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The battle to catch up to Tesla in terms of electric vehicle sales is on

Almost all auto industry analysts predict Tesla’s present market share dominance to fade as legacy automakers expand their focus to electric vehicles. However, this is a broad generalization that ignores some disagreement and a great deal of uncertainty.

How fast will the Old Guard increase its electric vehicle sales? What elements will have an impact on their overall success? And which brands will be the most formidable foes for the future king? Based on market forecasts by EV Volumes, a new chart from the Visual Capitalist adds additional (hypothetical) details to the basic “Tesla loses market share” narrative.

Many of the heritage manufacturers have been manufacturing Electric Vehicles for years, but they are best defined as R&D projects and assess marketing programs – the word used in the industry is “compliance cars.” It will take years for them to create the supply chains as well as sales-and-service networks needed to make the shift to mass-market electric vehicle sales. Tesla is expected to stay the king of the hill between now and the year 2025, declining from 23 percent to 21 percent market share, according to EV Volumes.

The fundamental necessity of the battery supply chain is something that every EV industry watcher agrees on (and a thing that Tesla recognized early on). Any carmaker interested in mass-producing electric vehicles must first build battery pack production facilities, guarantee a supply of the cells, and ensure that adequate raw materials are accessible. Look at what automakers are doing to bring the parts of this distribution chain together to see which ones are committed to going electric.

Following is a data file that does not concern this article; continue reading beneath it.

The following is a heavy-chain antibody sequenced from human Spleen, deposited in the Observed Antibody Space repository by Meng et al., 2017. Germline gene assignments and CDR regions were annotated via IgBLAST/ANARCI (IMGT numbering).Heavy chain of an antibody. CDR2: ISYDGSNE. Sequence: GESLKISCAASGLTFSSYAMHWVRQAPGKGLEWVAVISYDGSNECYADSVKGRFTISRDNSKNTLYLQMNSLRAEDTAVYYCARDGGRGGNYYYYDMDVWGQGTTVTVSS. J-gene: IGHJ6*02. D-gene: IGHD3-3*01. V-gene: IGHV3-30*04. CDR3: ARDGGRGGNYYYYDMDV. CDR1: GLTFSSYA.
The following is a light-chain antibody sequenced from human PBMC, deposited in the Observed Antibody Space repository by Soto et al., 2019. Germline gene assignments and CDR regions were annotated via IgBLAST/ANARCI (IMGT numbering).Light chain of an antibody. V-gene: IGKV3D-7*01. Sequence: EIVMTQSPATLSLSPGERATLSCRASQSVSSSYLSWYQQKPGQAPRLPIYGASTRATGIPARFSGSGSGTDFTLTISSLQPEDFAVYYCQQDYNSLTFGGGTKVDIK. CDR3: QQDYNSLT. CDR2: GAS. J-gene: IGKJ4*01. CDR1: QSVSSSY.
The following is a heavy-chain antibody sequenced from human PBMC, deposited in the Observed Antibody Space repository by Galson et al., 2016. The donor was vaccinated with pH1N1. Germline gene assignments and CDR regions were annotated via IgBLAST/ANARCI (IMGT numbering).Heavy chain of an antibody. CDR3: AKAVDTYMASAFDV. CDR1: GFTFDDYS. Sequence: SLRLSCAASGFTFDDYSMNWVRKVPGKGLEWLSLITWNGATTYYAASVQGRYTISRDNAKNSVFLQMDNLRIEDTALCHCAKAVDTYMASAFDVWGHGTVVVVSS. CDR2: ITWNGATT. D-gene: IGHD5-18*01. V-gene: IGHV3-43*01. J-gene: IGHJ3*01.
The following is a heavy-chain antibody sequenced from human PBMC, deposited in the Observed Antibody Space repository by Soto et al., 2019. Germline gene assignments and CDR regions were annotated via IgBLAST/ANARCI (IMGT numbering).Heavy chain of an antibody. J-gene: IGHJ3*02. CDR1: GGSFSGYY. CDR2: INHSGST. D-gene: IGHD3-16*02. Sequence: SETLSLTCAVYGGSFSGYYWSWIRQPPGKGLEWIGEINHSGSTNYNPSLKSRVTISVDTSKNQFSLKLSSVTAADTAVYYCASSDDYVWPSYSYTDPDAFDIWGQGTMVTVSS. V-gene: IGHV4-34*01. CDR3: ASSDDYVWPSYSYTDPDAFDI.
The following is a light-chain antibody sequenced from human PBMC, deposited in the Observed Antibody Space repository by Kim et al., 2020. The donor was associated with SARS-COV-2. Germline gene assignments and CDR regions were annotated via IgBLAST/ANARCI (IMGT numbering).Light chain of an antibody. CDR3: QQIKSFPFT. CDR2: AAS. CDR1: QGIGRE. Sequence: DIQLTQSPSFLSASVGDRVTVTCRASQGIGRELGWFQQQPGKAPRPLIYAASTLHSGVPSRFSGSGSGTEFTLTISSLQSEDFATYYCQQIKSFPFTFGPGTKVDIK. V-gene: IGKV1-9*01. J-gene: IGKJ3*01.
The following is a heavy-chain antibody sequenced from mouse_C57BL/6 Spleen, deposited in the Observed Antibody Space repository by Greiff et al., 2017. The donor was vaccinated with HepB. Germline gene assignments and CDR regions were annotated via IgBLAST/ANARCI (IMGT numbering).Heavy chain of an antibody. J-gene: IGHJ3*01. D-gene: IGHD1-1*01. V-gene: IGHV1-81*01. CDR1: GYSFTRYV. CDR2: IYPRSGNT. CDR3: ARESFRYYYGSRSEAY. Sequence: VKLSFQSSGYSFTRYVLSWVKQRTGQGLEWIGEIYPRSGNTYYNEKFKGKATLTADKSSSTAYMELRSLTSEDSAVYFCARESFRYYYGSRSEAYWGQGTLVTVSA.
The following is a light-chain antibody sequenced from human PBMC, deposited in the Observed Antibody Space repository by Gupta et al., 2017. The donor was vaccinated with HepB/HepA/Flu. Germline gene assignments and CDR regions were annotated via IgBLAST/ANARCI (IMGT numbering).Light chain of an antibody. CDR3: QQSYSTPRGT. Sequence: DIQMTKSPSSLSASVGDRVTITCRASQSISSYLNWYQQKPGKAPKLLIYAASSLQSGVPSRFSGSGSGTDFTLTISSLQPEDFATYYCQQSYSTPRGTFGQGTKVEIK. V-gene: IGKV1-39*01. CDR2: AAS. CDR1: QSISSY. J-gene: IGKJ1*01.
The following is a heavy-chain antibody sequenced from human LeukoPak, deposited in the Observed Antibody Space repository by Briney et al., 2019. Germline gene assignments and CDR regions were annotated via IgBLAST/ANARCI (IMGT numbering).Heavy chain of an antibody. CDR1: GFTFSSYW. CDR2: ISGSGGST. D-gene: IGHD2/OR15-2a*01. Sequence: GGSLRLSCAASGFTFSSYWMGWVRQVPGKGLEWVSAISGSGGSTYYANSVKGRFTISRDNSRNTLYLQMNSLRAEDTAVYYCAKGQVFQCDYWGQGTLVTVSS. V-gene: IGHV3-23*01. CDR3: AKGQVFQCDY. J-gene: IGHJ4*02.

Volkswagen is boosting battery system manufacturing at its Braunschweig facility, establishing a pilot battery recycling facility, and establishing a battery engineering lab at its Chattanooga plant, which makes electric vehicles for the North American marketplace. By 2030, the German conglomerate aims to establish six battery facilities across Europe. VW is expected to be the second-largest Electric Vehicle manufacturer by the year 2025, with a 12 percent market share, according to EV Volumes.

Other automakers are fully aware of the importance of batteries. Ford and SK Innovation have established a joint venture to build three massive new battery facilities in Tennessee and Kentucky. GM recently revealed plans to construct a new battery research and development plant in Michigan. GM, along with the Chinese joint-venture counterparts Wuling and SAIC, is expected to be the third-largest EV vendor in 2025, with an 8 percent market share, trailed by Hyundai-Kia with a 6% share, according to EV Volumes. The Renault-Nissan-Mitsubishi alliance and BYD, both of which presently possess considerable chunks of the EV market, are expected to lose market share and be surpassed by Stellantis, according to the report. Surprisingly, it predicts that today’s two greatest EV skeptics, BMW and Toyota, will come forward and grab a small but respectable 3% share each by 2025.

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